Clarendon describes him as "the only man I ever knew of such incomparable parts that was none the wiser for any experience or misfortune that befell him", and records his extraordinary facility in making friends and making enemies. Horace Walpole characterized him in a series of his smartest antitheses as "a singular person whose life was one contradiction". "He wrote against popery and embraced it; he was a zealous opposer of the court and a sacrifice for it; was conscientiously converted in the midst of his prosecution of Lord Strafford and was most unconscientiously a persecutor of Lord Clarendon. With great parts, he always hurt himself and his friends; with romantic bravery, he was always an unsuccessful commander. He spoke for the Test Act, though a Roman Catholic; and addicted himself to astrology on the birthday of true philosophy."[3] Samuel Pepys in 1668 records in the great Diary an outburst against Bristol from an elderly Cavalier, Mr Ball: "I said at the King's coming back that the nation could never be safe while that man was alive".[11]

Besides his youthful correspondence with Sir Kenelm Digby on the subject of religion, already mentioned, he was the author of an Apology (1643) [Thomason Tracts, E. 34 (32)], justifying his support of the king's cause; of a comedy, Elvira (1667) [Printed in R. Dodsley's Select Collection of Old English Plays (Hazlitt, 1876), vol. xv], and of Worse and Worse, an adaptation from the Spanish, acted but not printed. Other writings are also ascribed to him, including the authorship with Sir Samuel Tuke of The Adventures of Five Hours (1663). His eloquent and pointed speeches, many of which were printed, are included in the article in the Biog. Brit. and among the Thomason Tracts; see also the general catalogue in the British Museum. The catalogue of his library was published in 1680.[3]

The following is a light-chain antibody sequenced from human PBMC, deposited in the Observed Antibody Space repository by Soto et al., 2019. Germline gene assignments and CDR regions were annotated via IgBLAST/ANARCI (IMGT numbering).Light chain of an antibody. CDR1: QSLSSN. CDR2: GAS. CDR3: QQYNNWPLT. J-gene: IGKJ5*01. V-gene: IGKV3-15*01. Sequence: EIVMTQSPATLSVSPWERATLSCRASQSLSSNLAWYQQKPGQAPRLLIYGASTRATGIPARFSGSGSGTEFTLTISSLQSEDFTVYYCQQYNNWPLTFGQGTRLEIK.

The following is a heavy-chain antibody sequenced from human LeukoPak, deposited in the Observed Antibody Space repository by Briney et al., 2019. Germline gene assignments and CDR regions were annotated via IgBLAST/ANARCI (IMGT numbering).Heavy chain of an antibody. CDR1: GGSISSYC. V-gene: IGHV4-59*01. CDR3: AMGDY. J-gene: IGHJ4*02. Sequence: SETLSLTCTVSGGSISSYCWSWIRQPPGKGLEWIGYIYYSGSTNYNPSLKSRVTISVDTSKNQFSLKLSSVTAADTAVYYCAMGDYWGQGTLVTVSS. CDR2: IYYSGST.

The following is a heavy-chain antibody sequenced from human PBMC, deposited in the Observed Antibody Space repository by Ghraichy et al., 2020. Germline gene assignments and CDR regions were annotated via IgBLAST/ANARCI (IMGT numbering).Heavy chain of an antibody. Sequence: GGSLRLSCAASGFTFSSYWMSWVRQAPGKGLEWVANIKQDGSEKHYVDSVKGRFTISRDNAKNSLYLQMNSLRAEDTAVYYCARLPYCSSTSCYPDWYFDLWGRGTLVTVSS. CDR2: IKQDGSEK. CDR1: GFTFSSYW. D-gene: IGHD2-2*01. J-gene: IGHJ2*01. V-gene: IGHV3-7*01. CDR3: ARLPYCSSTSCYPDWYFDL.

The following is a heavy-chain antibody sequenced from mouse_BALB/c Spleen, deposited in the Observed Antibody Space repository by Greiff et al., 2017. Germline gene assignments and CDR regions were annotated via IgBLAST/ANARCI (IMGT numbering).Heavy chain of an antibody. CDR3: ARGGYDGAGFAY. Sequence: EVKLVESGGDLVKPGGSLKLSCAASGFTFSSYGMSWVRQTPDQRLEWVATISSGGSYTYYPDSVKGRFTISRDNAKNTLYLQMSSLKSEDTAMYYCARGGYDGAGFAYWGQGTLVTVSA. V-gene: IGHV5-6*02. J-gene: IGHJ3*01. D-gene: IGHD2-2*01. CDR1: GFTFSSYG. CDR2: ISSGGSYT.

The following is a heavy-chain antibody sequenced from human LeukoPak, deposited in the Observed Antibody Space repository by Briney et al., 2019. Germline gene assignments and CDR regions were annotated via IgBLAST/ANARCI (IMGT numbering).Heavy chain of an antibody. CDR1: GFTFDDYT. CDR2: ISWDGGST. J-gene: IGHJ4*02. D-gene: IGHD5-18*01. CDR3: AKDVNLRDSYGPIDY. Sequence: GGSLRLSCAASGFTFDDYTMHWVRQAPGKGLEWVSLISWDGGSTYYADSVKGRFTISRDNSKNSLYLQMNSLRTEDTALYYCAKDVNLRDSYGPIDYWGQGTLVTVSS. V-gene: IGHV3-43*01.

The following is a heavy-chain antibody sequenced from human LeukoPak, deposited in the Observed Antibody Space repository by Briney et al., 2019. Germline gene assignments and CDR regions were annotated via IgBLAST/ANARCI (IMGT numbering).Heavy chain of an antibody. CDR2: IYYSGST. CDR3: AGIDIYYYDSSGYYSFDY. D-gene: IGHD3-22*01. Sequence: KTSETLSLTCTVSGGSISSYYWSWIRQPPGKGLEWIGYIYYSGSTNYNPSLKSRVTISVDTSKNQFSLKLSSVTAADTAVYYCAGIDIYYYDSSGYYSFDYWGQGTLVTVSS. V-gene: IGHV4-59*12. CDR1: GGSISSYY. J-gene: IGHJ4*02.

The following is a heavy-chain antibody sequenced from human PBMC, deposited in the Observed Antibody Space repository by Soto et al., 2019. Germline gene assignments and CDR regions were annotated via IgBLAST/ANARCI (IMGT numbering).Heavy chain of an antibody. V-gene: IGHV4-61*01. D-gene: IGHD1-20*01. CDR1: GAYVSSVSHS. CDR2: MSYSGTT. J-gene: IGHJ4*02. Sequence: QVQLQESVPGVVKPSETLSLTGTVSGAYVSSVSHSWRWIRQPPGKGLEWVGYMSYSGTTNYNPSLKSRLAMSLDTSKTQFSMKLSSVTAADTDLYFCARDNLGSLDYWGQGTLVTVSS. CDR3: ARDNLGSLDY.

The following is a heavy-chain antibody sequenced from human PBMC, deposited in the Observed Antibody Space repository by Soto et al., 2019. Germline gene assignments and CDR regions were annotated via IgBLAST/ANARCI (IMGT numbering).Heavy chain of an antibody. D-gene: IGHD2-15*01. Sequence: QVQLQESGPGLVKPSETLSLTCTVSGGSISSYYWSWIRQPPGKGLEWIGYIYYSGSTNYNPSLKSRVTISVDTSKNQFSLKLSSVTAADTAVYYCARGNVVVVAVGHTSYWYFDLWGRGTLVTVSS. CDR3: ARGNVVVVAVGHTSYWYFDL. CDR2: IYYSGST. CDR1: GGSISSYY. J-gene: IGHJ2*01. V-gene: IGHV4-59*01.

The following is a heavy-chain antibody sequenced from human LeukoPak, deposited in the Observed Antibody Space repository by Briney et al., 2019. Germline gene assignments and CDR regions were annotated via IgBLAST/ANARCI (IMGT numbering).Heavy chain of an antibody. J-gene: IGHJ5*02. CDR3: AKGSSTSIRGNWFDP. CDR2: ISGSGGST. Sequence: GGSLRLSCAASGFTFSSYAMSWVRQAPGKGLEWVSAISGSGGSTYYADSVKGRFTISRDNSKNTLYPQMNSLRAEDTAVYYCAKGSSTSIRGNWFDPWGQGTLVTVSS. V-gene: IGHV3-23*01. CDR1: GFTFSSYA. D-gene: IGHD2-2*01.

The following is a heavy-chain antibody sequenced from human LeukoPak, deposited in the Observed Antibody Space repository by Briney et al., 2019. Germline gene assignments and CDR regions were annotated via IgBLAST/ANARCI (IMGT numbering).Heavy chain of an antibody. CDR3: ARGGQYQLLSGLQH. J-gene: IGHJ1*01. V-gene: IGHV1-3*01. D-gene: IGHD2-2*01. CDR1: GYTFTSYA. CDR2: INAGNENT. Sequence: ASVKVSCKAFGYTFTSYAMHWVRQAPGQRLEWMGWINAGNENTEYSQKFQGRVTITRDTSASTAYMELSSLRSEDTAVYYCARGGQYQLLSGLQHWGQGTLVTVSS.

Bristol married Lady Anne Russell, a daughter of Francis Russell, 4th Earl of Bedford and his wife Catherine Brydges. She died in 1697. They were parents to four children:


  1. ^ a b c d Ronald Hutton, ‘Digby, George, second earl of Bristol (1612–1677)’, Oxford Dictionary of National Biography, Oxford University Press, 2004; online edn, May 2009.
  2. ^ a b c 'Alumni Oxonienses, 1500-1714: Dabbe-Dirkin', Alumni Oxonienses 1500-1714: Abannan-Kyte (1891), pp. 366-405. Date accessed: 11 June 2011
  3. ^ a b c d e f g h i j k l m n o p One or more of the preceding sentences incorporates text from a publication now in the public domainYorke, Philip Chesney (1911). "Bristol, George Digby, 2nd Earl of". In Chisholm, Hugh (ed.). Encyclopædia Britannica. Vol. 4 (11th ed.). Cambridge University Press. pp. 576–577. This cites:
  4. ^ Willis, Browne (1750). Notitia Parliamentaria, Part II: A Series or Lists of the Representatives in the several Parliaments held from the Reformation 1541, to the Restoration 1660 ... London. pp. 229–239.
  5. ^ Clarendon State Papers,
  6. ^ Mémoires du Cardinal de Retz (2859), app.
  7. ^ Pepys Diaries, entry for Wednesday 1 July 1663
  8. ^ 437, 442.
  9. ^ Pepys Diaries IV. 19